But one trend is unmistakable: As with girls of other faiths, there has been a steady increase in the number of Muslim girls attending schools and colleges in Karnataka – and, indeed, across the country.
Their number, as a share of their population, is still lower than that of non-Muslims, but the rise is significant and steady, several government surveys show.
Between 2007-08 and 2017-18, the gross attendance rate (GAR) of Muslim women in higher education in India increased from 6.7% to 13.5%, according to an analysis of state-level data. unit of the 64th and 75th cycles of the National Sample Survey (NSS) by Khalid Khan of the Indian Institute of Dalit Studies.
The GAR, in this context, is the ratio of Muslim women aged 18-23 who attend college to the total number of Muslim women in that age cohort. Incidentally, the GAR of Hindu women in tertiary education was 13.4% in 2007-08 and increased to 24.3% in 2017-18.
In Karnataka, where a the ban was imposed on the hijab – and confirmed by the court in an interim order – in public educational institutions, the rate of proportion of Muslim women in higher education increased from 1.1% in 2007-2008 to 15.8% in 2017- 2018, according to the data.
A review of school data also shows that more girls in the community have access to education today than ever before.
According to data from the Unified District Information System for Education (UDISE) on primary and secondary education, nationwide, the share of Muslim enrollment in the total enrollment of girls in upper primary (classes 5 to 8) fell from 13.30% in 2015-2016 to 14.54. In Karnataka, it went from 15.16% to 15.81%.
“This increase in the schooling of girls and women transcends religious and social groups. We see it in every state,” said a top expert from a nonprofit that works primarily in school education. “Hindu or Muslim, Sikh or Christian, girls and young women are defying the odds on many levels, including in their families across the country. Lots of issues are popping up, like the current one on what to wear, but I’m absolutely certain and hope the push continues because women won’t look back.
For Afeeda KT, who teaches sociology at Mount Carmel College in Bangalore, more Muslim girls in schools and colleges are “hard-won gains that must be sustained”.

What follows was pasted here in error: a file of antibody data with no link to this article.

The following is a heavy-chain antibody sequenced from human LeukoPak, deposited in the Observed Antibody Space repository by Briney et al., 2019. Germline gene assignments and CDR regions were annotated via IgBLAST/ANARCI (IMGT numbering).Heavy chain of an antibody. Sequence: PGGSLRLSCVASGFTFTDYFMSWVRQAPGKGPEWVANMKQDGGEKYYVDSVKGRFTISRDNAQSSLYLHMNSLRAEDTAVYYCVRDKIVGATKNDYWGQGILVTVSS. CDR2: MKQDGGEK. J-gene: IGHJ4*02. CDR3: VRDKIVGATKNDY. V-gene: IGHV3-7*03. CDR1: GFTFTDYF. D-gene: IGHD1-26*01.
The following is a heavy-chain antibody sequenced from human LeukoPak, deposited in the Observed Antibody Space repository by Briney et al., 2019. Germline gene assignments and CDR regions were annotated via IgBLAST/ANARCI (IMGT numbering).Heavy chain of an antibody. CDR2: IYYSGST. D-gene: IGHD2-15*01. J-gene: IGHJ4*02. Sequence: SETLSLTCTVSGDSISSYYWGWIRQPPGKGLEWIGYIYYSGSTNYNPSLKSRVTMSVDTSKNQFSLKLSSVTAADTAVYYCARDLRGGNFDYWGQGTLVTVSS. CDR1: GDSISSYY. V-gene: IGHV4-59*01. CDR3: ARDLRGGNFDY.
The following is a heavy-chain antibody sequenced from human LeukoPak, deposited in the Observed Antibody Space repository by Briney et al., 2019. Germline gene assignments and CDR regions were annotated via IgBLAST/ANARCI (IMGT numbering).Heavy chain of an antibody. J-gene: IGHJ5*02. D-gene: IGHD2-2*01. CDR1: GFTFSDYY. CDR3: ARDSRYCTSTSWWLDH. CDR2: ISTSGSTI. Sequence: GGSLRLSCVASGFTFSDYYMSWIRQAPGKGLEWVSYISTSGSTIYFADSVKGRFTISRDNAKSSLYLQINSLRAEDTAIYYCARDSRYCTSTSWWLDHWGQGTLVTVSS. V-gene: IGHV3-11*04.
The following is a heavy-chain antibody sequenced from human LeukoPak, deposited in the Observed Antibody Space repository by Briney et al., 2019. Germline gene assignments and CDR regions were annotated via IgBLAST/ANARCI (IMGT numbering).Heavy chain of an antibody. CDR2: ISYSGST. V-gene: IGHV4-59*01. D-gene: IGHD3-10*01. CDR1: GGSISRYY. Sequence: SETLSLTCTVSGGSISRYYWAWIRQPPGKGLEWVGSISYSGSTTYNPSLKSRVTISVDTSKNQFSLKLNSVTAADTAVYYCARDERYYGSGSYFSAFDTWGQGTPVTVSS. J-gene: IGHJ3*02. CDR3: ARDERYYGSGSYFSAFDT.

“The hijab dispute clearly extends the political targeting of the Muslim community by Hindutva forces,” Afeeda said. “If we look at its impact on the higher education of Muslim women, it is too early to predict. But it will influence life choices, especially for women who must also tackle the patriarchal system embedded in this country.
More so, for Muslim girls and women. Khan, who studied the GAR data, said preventing young women from attending universities because of their attire would lead them back into “the same patriarchal trap that the Karnataka government thinks it is eliminating”.
“One might think that wearing a headscarf is a patriarchal imposition of the dress on a girl’s body. In such circumstances also, the entrance of Muslim women with headscarves is the only way to solve this problem. If they wear a headscarf under pressure from family and society, they will take it off once they are economically independent after getting higher education,” Khan said.
Former Planning Commission Secretary NC Saxena expressed concern about the hard lines of the current debate. “Equal prejudice causes unequal harm. Muslim women have the moral and legal right to wear the hijab, but it is a bad strategy because it will lead to further polarization and prejudice outside the community, which will affect them in many ways. This will further widen the gap,” Saxena said.
Going to schools or colleges is what will empower girls, said Poonam Batra, an education professor at Delhi University. “It is education that can enable young women to understand how a hijab or a ghunghat are symbols of patriarchy. So what’s regressive here is denying them an education in the name of respecting school uniform rules. The agenda is to make Muslims more invisible,” Batra said.